29. Navon A. Bioassays of Bacillus thuringiensis products used against agricultural pests, In: Navon A, editor. Bioassays of entomopathogenic Microbes and Nematodes. Wallingford, UK: CABI Publishing; 2000. p. 1‒24. https://doi.org/10.1079/9780851994222.0001
  30. Jouzani GS, Valijanian E, Sharafi R. Bacillus thuringiensis: a successful insecticide with new environmental features and tidings. Appl Microbiol Biotechnol. 2017; 101(7):2691‒2711. https://doi.org/10.1007/s00253-017-8175-y
  31. Elazouni I, Abdel-Aziz S, Rabea A. Microbial efficacy as biological agents for potato enrichment as well as biocontrols against wilt disease caused by Ralstonia solanacearum. World J Microbiol Biotechnol. 2019; 35(2):30. https://doi.org/10.1007/s11274-019-2596-y
  32. Palma L, Muñoz D, Berry C, Murillo J, Caballero P. Bacillus thuringiensis toxins: an overview of their biocidal activity. Toxins (Basel). 2014; 6(12):3296‒3325. https://doi.org/10.3390/toxins6123296
  33. Berry C, Crickmore N. Structural classification of insecticidal proteins ‒ Towards an in silico characterisation of novel toxins. J Invertebr Pathol. 2017; 142:16‒22. https://doi.org/10.1016/j.jip.2016.07.015
  34. Karlova R, Weemen-Hendriks M, Naimov S, Ceron J, Dukiandjiev S, de Maagd RA. Bacillus thuringiensis deltaendotoxin Cry1Ac domain III enhances activity against Heliothis virescens in some, but not all Cry1-Cry1Ac hybrids. J Invertebr Pathol. 2005; 88(2):169‒172. https://doi.org/10.1016/j.jip.2004.11.004
  35. Atsumi S, Mizuno E, Hara H, et al. Location of the Bombyx mori aminopeptidase N type 1 binding site on Bacillus thuringiensis Cry1Aa toxin. Appl Environ Microbiol. 2005; 71(7):3966‒3977. https://doi.org/10.1128/AEM.71.7.3966-3977.2005
  36. Tien MZ, Meyer AG, Sydykova DK, Spielman SJ, Wilke CO. Maximum allowed solvent accessibilites of residues in proteins. PLoS One. 2013; 8(11):e80635. https://doi.org/10.1371/journal.pone.0080635
  37. Karim S, Dean DH. Pesticidal and receptor binding properties of Bacillus thuringiensis Cry1Ab and Cry1Ac delta-endotoxin mutants to Pectinophora gossypiella and Helicoverpa zea. Curr Microbiol. 2000; 41(6):430‒440. https://doi.org/10.1007/s002840010163
  38. Wu SJ, Koller CN, Miller DL, Bauer LS, Dean DH. Enhanced toxicity of Bacillus thuringiensis Cry3A delta-endotoxin in coleopterans by mutagenesis in a receptor binding loop. FEBS Lett. 2000; 473(2):227‒232. https://doi.org/10.1016/S0014-5793(00)01505-2
  39. Creighton TE. Proteins: structures and molecular properties. 2nd Edition. New York, USA: WH Freeman and Company, 1993.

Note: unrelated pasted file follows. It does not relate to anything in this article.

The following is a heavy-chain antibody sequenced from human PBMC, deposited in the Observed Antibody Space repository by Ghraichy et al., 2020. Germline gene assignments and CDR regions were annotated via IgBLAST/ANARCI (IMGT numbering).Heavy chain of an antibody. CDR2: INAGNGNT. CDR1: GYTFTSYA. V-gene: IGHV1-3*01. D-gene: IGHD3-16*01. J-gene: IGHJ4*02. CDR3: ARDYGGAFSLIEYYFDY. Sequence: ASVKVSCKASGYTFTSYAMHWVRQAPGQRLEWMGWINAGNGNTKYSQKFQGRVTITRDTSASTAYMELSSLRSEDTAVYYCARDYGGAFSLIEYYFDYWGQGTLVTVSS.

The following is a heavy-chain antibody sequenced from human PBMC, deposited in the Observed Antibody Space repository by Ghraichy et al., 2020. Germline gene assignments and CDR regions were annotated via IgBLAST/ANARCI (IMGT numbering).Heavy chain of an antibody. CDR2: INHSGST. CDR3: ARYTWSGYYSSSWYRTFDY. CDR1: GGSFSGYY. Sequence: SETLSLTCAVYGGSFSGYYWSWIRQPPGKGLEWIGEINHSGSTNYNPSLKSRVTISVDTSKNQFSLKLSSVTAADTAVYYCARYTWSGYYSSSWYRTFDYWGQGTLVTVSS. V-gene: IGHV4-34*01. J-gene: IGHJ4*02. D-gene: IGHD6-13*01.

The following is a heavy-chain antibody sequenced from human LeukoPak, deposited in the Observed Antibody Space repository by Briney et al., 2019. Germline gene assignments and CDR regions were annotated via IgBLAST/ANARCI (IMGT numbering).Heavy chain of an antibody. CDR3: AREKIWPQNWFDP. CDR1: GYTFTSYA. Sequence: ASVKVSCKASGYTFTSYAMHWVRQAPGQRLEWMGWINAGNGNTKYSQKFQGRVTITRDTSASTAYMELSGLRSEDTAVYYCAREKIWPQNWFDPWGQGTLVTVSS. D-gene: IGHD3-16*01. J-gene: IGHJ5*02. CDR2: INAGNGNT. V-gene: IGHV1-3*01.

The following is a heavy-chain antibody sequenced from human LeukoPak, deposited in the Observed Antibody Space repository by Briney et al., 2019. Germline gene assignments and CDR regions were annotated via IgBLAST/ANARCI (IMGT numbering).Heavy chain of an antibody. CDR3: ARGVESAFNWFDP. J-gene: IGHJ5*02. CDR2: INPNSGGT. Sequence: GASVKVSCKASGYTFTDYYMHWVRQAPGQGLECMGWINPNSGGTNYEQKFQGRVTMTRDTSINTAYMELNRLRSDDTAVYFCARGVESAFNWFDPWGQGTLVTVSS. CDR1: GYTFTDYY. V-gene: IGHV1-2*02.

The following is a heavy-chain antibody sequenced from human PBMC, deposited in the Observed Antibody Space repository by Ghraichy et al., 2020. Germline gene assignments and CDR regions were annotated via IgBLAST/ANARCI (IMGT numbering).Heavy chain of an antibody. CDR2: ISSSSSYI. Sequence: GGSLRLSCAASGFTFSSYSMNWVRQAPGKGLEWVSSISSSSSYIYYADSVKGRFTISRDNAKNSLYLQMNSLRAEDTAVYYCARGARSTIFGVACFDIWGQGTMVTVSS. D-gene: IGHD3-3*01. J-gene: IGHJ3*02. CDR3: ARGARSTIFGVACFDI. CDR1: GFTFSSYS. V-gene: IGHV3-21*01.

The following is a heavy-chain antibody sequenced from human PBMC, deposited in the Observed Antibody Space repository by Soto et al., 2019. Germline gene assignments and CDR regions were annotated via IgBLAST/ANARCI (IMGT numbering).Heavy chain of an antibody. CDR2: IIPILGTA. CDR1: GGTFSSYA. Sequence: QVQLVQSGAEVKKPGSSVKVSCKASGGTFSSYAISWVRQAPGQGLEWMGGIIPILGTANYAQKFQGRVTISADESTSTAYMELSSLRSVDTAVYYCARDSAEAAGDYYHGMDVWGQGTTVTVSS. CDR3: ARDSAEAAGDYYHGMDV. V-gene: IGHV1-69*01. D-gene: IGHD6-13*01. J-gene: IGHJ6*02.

40. León I, Alonso ER, Mata S, Cabezas C, Alonso JL. Unveiling the Neutral Forms of Glutamine. Angew Chem Int Ed Engl. 2019; 58(45):16002‒16007. https://doi.org/10.1002/anie.201907222
  41. Habka S, Sohn WY, Vaquero-Vara V, et al. On the turn-inducing properties of asparagine: the structuring role of the amide side chain, from isolated model peptides to crystallized proteins. Phys Chem Chem Phys. 2018; 20(5):3411‒3423. https://doi.org/10.1039/C7CP07605C
  42. Oi C, Treado JD, Levine ZA, et al. A threonine zipper that mediates protein-protein interactions: Structure and prediction. Protein Sci. 2018; 27(11):1969‒1977. https://doi.org/10.1002/pro.3505
  43. Biedermannova L, E Riley K, Berka K, Hobza P, Vondrasek J. Another role of proline: stabilization interactions in proteins and protein complexes concerning proline and tryptophane. Phys Chem Chem Phys. 2008; 10(42):6350‒6359. https://doi.org/10.1039/b805087b
  44. Renfrew PD, Butterfoss GL, Kuhlman B. Using quantum mechanics to improve estimates of amino acid side chain rotamer energies. Proteins. 2008; 71(4):1637‒1646. https://doi.org/10.1002/prot.21845
  45. Naimov S, Weemen-Hendriks M, Dukiandjiev S, de Maagd RA. Bacillus thuringiensis delta-endotoxin Cry1 hybrid proteins with increased activity against the Colorado potato beetle. Appl Environ Microbiol. 2001; 67(11):5328‒5330. https://doi.org/10.1128/AEM.67.11.5328-5330.2001
  46. Choudhary DK, Prakash A, Johri BN. Induced systemic resistance (ISR) in plants: mechanism of action. Indian J Microbiol. 2007; 47(4):289‒297. https://doi.org/10.1007/s12088-007-0054-2
  47. Ongena M, Jacques P. Bacillus lipopeptides: versatile weapons for plant disease biocontrol. Trends Microbiol. 2008; 16(3):115‒125. https://doi.org/10.1016/j.tim.2007.12.009